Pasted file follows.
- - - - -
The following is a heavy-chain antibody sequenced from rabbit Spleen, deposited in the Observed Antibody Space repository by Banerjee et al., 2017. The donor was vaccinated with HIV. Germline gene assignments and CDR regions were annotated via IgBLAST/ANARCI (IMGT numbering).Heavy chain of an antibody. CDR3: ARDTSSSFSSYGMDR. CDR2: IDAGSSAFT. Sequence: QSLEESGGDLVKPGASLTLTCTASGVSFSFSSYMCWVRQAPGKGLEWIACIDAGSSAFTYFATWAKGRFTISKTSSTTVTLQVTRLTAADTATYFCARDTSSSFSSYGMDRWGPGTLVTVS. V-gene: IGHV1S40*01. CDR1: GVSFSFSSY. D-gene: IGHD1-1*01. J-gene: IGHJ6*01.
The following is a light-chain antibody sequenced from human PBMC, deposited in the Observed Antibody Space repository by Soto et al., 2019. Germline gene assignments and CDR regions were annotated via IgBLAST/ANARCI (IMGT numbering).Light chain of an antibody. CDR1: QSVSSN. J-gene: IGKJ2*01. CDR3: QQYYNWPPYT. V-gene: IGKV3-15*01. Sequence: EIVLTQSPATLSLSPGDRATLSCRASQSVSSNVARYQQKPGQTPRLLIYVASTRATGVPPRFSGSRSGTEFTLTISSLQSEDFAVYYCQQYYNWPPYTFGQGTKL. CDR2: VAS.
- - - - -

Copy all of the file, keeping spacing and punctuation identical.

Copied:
The following is a heavy-chain antibody sequenced from rabbit Spleen, deposited in the Observed Antibody Space repository by Banerjee et al., 2017. The donor was vaccinated with HIV. Germline gene assignments and CDR regions were annotated via IgBLAST/ANARCI (IMGT numbering).Heavy chain of an antibody. CDR3: ARDTSSSFSSYGMDR. CDR2: IDAGSSAFT. Sequence: QSLEESGGDLVKPGASLTLTCTASGVSFSFSSYMCWVRQAPGKGLEWIACIDAGSSAFTYFATWAKGRFTISKTSSTTVTLQVTRLTAADTATYFCARDTSSSFSSYGMDRWGPGTLVTVS. V-gene: IGHV1S40*01. CDR1: GVSFSFSSY. D-gene: IGHD1-1*01. J-gene: IGHJ6*01.
The following is a light-chain antibody sequenced from human PBMC, deposited in the Observed Antibody Space repository by Soto et al., 2019. Germline gene assignments and CDR regions were annotated via IgBLAST/ANARCI (IMGT numbering).Light chain of an antibody. CDR1: QSVSSN. J-gene: IGKJ2*01. CDR3: QQYYNWPPYT. V-gene: IGKV3-15*01. Sequence: EIVLTQSPATLSLSPGDRATLSCRASQSVSSNVARYQQKPGQTPRLLIYVASTRATGVPPRFSGSRSGTEFTLTISSLQSEDFAVYYCQQYYNWPPYTFGQGTKL. CDR2: VAS.